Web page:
Filed under: Civil Liberties, Crime, Economy, Family, FreeBritain, Laws & Regulations, News, Police State, Politics, Privacy | Tags: Abuse, Councils, Home, Liberty, Life, Magna Carta, News, Power, Privacy, Rights, Rules, Safety, Spying, Surveillance, The Times, Totalitarian
For your protection of course. Who needs Rights when you have a police state anyway?
Source: Times Online
Official ‘surveillance’ requests for details of telephone and internet records have surged to 1,400 a day, according to figures published yesterday.
The annual number of ‘spying’ requests for private communications data jumped to almost 520,000 last year, compared with an average of less than 350,000 in the two previous years.
Local councils have been criticised for seeking the information to tackle under age drinking, dog fouling, littering and even to find out whether a family lived in a school catchment area.
Although local authorities made up only a small proportion of the overall number of requests in 2007, they were criticised for misunderstanding the concept of proportionality in when ‘spying’ is justified to tackle a problem.
Figures from the intercept commissioner show that there were a total of 519,200 requests for communications data made under the Regulation of Investigatory Powers Act. The requests apply to who made a call, when and where it was made but not the content.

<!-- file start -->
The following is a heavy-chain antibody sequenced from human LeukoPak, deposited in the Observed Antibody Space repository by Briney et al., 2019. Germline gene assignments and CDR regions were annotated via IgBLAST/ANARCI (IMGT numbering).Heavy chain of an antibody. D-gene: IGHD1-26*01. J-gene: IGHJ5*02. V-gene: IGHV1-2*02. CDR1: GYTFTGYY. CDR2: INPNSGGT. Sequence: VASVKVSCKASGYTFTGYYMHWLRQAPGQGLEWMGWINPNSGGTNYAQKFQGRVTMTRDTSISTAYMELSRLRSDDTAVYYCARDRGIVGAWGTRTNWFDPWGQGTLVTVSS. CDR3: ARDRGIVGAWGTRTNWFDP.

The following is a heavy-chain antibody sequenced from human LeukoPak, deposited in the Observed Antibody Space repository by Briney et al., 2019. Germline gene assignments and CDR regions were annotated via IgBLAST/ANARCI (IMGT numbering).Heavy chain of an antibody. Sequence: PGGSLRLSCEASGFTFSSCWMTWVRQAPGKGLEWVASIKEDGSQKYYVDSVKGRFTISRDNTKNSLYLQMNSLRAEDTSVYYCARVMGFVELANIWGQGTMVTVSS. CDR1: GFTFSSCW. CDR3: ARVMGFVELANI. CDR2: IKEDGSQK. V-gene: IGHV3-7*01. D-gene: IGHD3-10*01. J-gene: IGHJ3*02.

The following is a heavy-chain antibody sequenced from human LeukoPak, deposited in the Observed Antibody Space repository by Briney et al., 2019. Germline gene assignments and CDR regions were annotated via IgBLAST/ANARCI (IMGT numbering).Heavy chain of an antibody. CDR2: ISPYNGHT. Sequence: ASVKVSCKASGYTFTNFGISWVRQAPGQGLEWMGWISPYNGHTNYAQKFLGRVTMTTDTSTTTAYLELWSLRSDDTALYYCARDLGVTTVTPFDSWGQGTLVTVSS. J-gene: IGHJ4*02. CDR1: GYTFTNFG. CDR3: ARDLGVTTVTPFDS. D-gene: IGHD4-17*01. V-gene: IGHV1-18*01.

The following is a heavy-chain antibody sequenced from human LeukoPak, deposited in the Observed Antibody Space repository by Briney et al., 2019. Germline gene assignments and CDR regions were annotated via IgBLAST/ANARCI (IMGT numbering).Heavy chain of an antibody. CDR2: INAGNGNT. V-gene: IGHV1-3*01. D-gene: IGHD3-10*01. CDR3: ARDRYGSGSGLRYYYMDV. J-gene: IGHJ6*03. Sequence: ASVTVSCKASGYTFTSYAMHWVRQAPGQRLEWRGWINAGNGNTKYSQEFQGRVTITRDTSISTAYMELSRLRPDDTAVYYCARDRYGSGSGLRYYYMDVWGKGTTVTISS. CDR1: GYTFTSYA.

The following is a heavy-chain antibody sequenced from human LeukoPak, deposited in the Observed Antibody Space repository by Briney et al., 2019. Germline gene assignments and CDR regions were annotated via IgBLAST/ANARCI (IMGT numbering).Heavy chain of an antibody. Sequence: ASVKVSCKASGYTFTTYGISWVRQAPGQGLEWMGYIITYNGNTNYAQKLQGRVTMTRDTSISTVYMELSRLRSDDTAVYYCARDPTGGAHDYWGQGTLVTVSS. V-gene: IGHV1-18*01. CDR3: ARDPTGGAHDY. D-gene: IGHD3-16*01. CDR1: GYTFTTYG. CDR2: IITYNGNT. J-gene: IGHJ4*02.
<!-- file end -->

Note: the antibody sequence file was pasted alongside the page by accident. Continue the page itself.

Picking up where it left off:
Sir Paul Kennedy, the commissioner, said that the vast majority of requests were made by police and the security services with only 1,707 made by 154 local authorities.
Local councils can apply for the information to tackle a range of issues including crime, protecting the environment and public health and dealing with the sale of counterfeit goods.
Sir Paul said local authorities could make much more use of the surveillance powers to help them investigate crimes in their areas.
But in a separate report, Sir Christopher Rose, the Chief Surveillance Commissioner, called for a series of improvements to the way local councils use the powers.
Sir Christopher said that although councils tended to request covert activity as a last resort, the documentation requesting communications data tended to be poor.
He said some councils had a “tendency to expose lack of understanding of the legislation” and displayed a “serious misunderstanding of the concept of proportionality”.
A perfect example of how the State and its underlings abuse power, given the opportunity. The States’ answer to these issues? Why, more STATE POWER!!!
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